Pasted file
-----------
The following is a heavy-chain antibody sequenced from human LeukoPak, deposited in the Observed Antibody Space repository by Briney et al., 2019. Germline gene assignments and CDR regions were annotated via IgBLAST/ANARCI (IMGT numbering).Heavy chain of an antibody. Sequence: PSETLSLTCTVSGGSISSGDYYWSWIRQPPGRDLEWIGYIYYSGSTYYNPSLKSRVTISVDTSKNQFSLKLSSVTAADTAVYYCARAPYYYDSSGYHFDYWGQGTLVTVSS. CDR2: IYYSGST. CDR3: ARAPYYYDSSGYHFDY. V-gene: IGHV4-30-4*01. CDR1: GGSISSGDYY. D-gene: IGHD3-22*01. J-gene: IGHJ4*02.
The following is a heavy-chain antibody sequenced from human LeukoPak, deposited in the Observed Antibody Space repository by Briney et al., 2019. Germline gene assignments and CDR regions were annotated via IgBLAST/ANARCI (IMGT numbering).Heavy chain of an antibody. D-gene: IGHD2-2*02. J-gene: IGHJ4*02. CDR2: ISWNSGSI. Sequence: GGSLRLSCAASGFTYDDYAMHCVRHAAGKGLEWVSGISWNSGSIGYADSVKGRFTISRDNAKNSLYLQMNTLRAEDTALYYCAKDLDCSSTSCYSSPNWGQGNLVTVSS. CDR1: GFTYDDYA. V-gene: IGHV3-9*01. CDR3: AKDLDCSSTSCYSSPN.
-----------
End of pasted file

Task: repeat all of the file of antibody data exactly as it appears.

The following is a heavy-chain antibody sequenced from human LeukoPak, deposited in the Observed Antibody Space repository by Briney et al., 2019. Germline gene assignments and CDR regions were annotated via IgBLAST/ANARCI (IMGT numbering).Heavy chain of an antibody. Sequence: PSETLSLTCTVSGGSISSGDYYWSWIRQPPGRDLEWIGYIYYSGSTYYNPSLKSRVTISVDTSKNQFSLKLSSVTAADTAVYYCARAPYYYDSSGYHFDYWGQGTLVTVSS. CDR2: IYYSGST. CDR3: ARAPYYYDSSGYHFDY. V-gene: IGHV4-30-4*01. CDR1: GGSISSGDYY. D-gene: IGHD3-22*01. J-gene: IGHJ4*02.
The following is a heavy-chain antibody sequenced from human LeukoPak, deposited in the Observed Antibody Space repository by Briney et al., 2019. Germline gene assignments and CDR regions were annotated via IgBLAST/ANARCI (IMGT numbering).Heavy chain of an antibody. D-gene: IGHD2-2*02. J-gene: IGHJ4*02. CDR2: ISWNSGSI. Sequence: GGSLRLSCAASGFTYDDYAMHCVRHAAGKGLEWVSGISWNSGSIGYADSVKGRFTISRDNAKNSLYLQMNTLRAEDTALYYCAKDLDCSSTSCYSSPNWGQGNLVTVSS. CDR1: GFTYDDYA. V-gene: IGHV3-9*01. CDR3: AKDLDCSSTSCYSSPN.